A decade ago, most big companies didn’t have investor relations professionals, and if they had an employee that was responsible for financial communication, that person was typically a manager working in public relations. These days, practically every big company doesn’t only have an investor relations director, but an entire department dedicated to investor relations. Additionally, in many cases, this investor relations department reports directly to the chief financial officer, not to any executive in the public relations department. However, many PR executives believe that investor relations should be a part of their responsibilities since they tend to manage the relationship that companies have with the general public, which means that shareholder relationships fall under that umbrella.
IR and PR
Among all the different operational challenges that most companies have to face, communication is one of the most important elements in terms of its contribution to the value of a business. The communication activities of every company fall both on public relations and investor relations departments. However, for many years, despite their similarities, these two departments have had limited communication. For some of the top brands and corporations, each piece of communication should be aligned, coordinated, and consistent. Those communications include internal, corporate, and customer, along with investor and public relations. When companies are able to align their communication strategies, they will generate better visibility with the target audience, a higher market cap, and an increase in sales.
If investor relations and public relations departments don’t collaborate, companies risk damaging their reputation and leaving a notable amount of shareholder value aside. Companies can’t separate the impact of an article about them that was published in a notable outlet from the impact of reports done on that brand by an analyst. That’s why investor relations and public relations departments have to be coordinated. This is because businesses shouldn’t tell outlets, the public, and analysts different things.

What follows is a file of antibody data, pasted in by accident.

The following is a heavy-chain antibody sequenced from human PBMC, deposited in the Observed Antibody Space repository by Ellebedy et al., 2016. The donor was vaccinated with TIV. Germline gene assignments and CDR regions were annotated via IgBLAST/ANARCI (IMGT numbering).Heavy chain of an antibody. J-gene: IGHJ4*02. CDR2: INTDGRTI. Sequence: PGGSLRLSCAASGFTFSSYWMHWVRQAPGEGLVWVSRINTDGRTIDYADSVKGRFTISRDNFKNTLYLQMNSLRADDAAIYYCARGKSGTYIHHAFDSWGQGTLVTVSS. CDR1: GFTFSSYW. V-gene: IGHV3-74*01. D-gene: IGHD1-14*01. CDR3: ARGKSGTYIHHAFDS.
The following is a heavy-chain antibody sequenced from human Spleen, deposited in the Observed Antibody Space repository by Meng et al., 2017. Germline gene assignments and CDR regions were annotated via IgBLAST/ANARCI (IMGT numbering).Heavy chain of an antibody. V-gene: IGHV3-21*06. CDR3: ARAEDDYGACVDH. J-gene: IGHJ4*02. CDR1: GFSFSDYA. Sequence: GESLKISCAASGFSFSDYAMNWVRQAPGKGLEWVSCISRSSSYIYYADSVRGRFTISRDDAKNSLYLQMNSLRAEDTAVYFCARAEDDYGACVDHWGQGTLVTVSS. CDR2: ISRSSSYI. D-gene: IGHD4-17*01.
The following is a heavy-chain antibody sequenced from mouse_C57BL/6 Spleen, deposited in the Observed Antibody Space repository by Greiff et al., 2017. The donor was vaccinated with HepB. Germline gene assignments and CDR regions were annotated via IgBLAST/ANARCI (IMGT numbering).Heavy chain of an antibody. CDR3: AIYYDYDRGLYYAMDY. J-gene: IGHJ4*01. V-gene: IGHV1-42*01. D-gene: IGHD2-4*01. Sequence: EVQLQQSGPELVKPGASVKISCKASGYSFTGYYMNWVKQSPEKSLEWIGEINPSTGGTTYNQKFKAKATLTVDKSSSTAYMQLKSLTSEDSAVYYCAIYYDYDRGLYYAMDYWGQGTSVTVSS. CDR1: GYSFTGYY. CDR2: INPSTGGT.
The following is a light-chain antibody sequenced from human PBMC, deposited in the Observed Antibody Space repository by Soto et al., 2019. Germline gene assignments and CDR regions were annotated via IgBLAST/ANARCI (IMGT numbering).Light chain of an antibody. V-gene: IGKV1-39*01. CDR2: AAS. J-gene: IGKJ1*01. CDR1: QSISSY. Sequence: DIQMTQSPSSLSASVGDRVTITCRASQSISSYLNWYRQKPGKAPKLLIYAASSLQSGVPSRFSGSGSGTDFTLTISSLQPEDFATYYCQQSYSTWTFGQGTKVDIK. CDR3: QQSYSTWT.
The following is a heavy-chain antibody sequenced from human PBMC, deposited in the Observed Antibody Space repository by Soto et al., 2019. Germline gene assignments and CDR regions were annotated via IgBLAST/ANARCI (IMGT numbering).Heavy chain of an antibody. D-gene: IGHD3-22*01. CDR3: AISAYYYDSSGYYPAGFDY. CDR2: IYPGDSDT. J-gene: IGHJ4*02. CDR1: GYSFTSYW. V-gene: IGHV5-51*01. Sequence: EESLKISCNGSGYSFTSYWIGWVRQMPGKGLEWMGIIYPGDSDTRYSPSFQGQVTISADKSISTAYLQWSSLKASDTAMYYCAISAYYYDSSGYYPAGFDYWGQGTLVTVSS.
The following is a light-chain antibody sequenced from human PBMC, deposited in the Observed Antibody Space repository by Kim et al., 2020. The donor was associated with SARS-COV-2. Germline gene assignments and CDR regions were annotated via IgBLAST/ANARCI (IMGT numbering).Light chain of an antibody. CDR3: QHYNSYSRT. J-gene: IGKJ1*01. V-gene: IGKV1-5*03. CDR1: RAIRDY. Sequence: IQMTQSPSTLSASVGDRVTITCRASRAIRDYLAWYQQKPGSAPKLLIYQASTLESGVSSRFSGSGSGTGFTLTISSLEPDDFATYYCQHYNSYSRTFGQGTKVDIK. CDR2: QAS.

One of the common misconceptions about investor relations departments is that PR professionals don’t have the necessary understanding of the financial aspect of managing a company and that they, therefore, aren’t qualified for investor relations departments. However, customers, investors, and other stakeholders don’t have the distinction that companies have regarding PR and IR departments. That distinction is based on their individual tasks and functions when they’re looking for information or a perspective on a brand. That’s why it’s important for companies to ensure that both PR and IR departments understand where they intersect, what the target audience is looking for, and what can influence the perceptions of the target audience. Aside from understanding each other, both departments should also be looking to learn from one another. For instance, public relations professionals can learn from investor relations professionals about how to give investors information on a company, including its long-term vision, work culture, and core values. On the other hand, investor relations professionals can learn about storytelling that can influence awareness or closeness with other stakeholders or shareholders.